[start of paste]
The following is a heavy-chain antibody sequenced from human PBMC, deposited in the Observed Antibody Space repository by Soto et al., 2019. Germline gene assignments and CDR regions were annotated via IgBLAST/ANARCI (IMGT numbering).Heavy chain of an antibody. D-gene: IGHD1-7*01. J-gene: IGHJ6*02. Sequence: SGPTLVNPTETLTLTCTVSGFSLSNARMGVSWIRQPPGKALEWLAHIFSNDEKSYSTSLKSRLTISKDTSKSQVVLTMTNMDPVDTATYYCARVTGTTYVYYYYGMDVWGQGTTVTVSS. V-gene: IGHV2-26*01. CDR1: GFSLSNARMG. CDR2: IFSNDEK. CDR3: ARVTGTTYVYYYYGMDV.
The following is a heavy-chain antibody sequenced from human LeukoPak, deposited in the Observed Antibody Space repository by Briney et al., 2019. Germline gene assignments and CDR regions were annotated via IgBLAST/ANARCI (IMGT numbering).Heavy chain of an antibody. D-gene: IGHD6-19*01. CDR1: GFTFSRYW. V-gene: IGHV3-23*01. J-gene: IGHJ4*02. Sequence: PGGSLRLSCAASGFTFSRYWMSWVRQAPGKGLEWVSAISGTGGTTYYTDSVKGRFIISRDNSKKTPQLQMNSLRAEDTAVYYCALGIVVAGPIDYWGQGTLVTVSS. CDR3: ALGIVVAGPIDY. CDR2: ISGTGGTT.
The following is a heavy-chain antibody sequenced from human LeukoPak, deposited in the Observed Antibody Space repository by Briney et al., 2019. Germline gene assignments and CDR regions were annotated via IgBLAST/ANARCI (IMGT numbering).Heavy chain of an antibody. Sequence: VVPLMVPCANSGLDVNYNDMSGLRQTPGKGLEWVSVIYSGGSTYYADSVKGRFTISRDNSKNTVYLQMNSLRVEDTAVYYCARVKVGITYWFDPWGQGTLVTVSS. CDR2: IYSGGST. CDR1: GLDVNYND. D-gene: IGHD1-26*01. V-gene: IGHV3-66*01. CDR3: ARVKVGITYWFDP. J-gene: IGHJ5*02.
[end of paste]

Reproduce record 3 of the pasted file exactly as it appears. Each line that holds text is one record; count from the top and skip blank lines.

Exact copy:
The following is a heavy-chain antibody sequenced from human LeukoPak, deposited in the Observed Antibody Space repository by Briney et al., 2019. Germline gene assignments and CDR regions were annotated via IgBLAST/ANARCI (IMGT numbering).Heavy chain of an antibody. Sequence: VVPLMVPCANSGLDVNYNDMSGLRQTPGKGLEWVSVIYSGGSTYYADSVKGRFTISRDNSKNTVYLQMNSLRVEDTAVYYCARVKVGITYWFDPWGQGTLVTVSS. CDR2: IYSGGST. CDR1: GLDVNYND. D-gene: IGHD1-26*01. V-gene: IGHV3-66*01. CDR3: ARVKVGITYWFDP. J-gene: IGHJ5*02.